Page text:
The life, accomplishments and death of Robert Sengstacke Abbot, the founder Chicago Defender


Robert Sengstacke Abbot, who was an American Lawyer, newspaper publisher and editor, was born on November 24, 1870, at St. Simons Island, Georgia. He was raised during a period of significant social change, and the course of his life was destined to make history.

The Chicago Defender, which Abbot launched in 1905, eventually had the biggest circulation of any black-owned newspaper in the entire country.

In August 1929, Abbott, a pioneer of the Bahá’ Faith in the United States, established the Bud Billiken Parade and Picnic.

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The parade in Chicago, Illinois, is the second largest in the country and has evolved into a celebration of youth, education, and African-American culture.

Robert Sengstacke Abbot: Early Life

Abbot was born on December 24, 1870, to freedman parents who had been slaves before to the American Civil War in St. Simons, Georgia (although some sources indicate Savannah, Georgia).

The Gullah people, an ethnic group of African descent, lived in the Sea Islands, where they preserved African inherited cultural elements more firmly than many African Americans in other parts of the South.

When Robert was a toddler, his father Thomas Abbott passed away. Robert’s widowed mother Flora Abbot then fell in love with and wed John Sengstacke, a man of mixed-race and origin who had just moved to the US from Germany.

Robert Sengstacke Abbot: Education

Robert Sengstacke Abbot started his quest toward study and self-improvement because of a hunger for information. He developed his intellectual skills while attending the Hampton Institute and later the Kent College of Law, setting the groundwork for his future successes.

Robert Sengstacke Abbot: Career

Abbott attempted to establish a legal practice while working in Gary, Indiana, and Topeka, Kansas, for a number of years. For a while, he traveled back to his home in Georgia before returning to Chicago, where he could observe the changes brought about by the influx of thousands of new migrants from the rural South.

Chicago Defender

The establishment of the Chicago Defender, a ground-breaking publication that would become a powerful voice for African Americans, was one of Abbot’s most remarkable accomplishments. The newspaper was significant in influencing public opinion and promoting social justice because of its fearless reporting and steadfast advocacy.

The Defender provided downtrodden and disenfranchised people in the South with hope by sharing the experiences of prior migrants to the North. Through his articles in the Chicago Defender, Abbott shared these tales and implored people to migrate from the South to the North. He even designated May 15, 1917, as the day when what he named “The Great Northern Drive” to occur.

Baháʼí Faith

Abbott first came into contact with Abdu’l-Bahá, the leader of the Bahá’i’ Faith, in 1912 when covering one of his talks in Chicago while traveling through the West. Abbott and his wife were noted as going to Chicago Bahá’i’ activities by 1924.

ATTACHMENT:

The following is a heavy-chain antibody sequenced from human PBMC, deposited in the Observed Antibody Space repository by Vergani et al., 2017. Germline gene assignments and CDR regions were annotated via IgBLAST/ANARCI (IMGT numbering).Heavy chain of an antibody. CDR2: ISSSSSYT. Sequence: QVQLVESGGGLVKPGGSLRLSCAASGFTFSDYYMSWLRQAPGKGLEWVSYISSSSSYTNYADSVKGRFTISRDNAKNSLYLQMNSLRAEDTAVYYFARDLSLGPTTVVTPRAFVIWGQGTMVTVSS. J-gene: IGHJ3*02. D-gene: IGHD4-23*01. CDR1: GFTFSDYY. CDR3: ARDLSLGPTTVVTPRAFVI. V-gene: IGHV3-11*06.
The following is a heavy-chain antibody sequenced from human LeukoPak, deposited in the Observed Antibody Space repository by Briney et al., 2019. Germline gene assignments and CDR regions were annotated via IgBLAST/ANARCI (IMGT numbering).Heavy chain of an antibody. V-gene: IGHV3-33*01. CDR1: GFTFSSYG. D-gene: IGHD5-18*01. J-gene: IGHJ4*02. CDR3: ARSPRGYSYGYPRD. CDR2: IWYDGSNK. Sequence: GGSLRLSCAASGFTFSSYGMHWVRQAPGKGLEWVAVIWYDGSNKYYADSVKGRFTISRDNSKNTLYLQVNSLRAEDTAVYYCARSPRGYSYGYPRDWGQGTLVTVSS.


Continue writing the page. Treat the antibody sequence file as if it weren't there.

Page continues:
Abbott founded the Bud Billiken Club after creating the fictitious “Bud Billiken” with David Kellum for articles in the Defender. Bud Billiken Parade and Picnic was started in 1929 by Abbott and Kellum. African Americans began to use it as a reason to celebrate their ties and sense of pride.

Abbott officially joined the Baháʼí Faith in 1934.

Contributions to Civil Rights Movement

In the Civil Rights Movement, Abbott played a crucial role in challenging the status quo and promoting a more just society. His efforts not only educated the public but also inspired people to speak out against inequity and discrimination.

Net Worth and Accomplishments

Robert Sengstacke Abbot’s accomplishments were incalculable, even though his net worth could not be determined only by money. His accomplishments as a trailblazing journalist, activist, and civic figure solidified his reputation as a genuine change-maker.

Robert Sengstacke Abbot: Final Years and Death

In Chicago, Abbott passed away in 1940 from Bright’s disease. In Blue Island, Illinois’s Lincoln Cemetery, he was laid to rest. John Henry Sengstacke, his nephew, was given possession of the newspaper by his will.

Frequently Asked Questions (FAQs)

How did Robert Sengstacke Abbot’s upbringing influence his career?

Due to his background as the offspring of former slaves, Abbot was exposed to the difficulties encountered by African Americans. This background sparked his interest in social change and motivated him to promote equality through his activism and journalism.

What role did the Chicago Defender play in the Civil Rights Movement?

The Chicago Defender was essential in the Civil Rights Movement because it exposed racial injustices, fought for equal rights, and raised the voices of underrepresented groups. People were motivated to take up the cause of a more equal society by its bold reporting.

What is the legacy of Robert Sengstacke Abbot?

The legacy of Robert Sengstacke Abbot is one of valor, tenacity, and unshakable commitment to social justice. His efforts continue to motivate those pursuing equality and constructive change in both individuals and movements.


Robert Sengstacke Abbot’s life serves as an example of the transforming potential of one person’s commitment and determination. Abbot’s legacy endures as a beacon of inspiration and optimism, from his formative years to his groundbreaking journalism and campaigning. His dedication to justice, equality, and advancement is a constant reminder that each of us has the ability to have a significant impact on the world.

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